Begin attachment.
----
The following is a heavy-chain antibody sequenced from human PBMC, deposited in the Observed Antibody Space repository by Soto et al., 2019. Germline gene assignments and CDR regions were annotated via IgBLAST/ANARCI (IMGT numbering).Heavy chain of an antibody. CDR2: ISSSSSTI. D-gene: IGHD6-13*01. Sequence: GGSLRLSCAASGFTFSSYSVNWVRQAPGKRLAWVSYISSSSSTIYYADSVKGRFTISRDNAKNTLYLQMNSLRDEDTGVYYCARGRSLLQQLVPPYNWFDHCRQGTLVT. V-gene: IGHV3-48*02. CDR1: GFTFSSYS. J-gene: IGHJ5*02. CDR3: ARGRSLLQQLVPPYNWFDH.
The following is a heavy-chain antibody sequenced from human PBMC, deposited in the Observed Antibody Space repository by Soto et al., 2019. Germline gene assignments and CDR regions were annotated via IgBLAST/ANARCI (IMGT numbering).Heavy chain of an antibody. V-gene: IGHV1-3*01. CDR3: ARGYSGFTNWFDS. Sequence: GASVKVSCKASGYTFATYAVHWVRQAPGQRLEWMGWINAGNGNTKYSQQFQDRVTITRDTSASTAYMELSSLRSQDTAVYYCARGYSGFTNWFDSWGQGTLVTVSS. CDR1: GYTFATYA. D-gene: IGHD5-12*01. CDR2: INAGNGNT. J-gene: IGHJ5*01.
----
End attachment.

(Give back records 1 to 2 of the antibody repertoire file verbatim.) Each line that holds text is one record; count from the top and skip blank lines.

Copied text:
The following is a heavy-chain antibody sequenced from human PBMC, deposited in the Observed Antibody Space repository by Soto et al., 2019. Germline gene assignments and CDR regions were annotated via IgBLAST/ANARCI (IMGT numbering).Heavy chain of an antibody. CDR2: ISSSSSTI. D-gene: IGHD6-13*01. Sequence: GGSLRLSCAASGFTFSSYSVNWVRQAPGKRLAWVSYISSSSSTIYYADSVKGRFTISRDNAKNTLYLQMNSLRDEDTGVYYCARGRSLLQQLVPPYNWFDHCRQGTLVT. V-gene: IGHV3-48*02. CDR1: GFTFSSYS. J-gene: IGHJ5*02. CDR3: ARGRSLLQQLVPPYNWFDH.
The following is a heavy-chain antibody sequenced from human PBMC, deposited in the Observed Antibody Space repository by Soto et al., 2019. Germline gene assignments and CDR regions were annotated via IgBLAST/ANARCI (IMGT numbering).Heavy chain of an antibody. V-gene: IGHV1-3*01. CDR3: ARGYSGFTNWFDS. Sequence: GASVKVSCKASGYTFATYAVHWVRQAPGQRLEWMGWINAGNGNTKYSQQFQDRVTITRDTSASTAYMELSSLRSQDTAVYYCARGYSGFTNWFDSWGQGTLVTVSS. CDR1: GYTFATYA. D-gene: IGHD5-12*01. CDR2: INAGNGNT. J-gene: IGHJ5*01.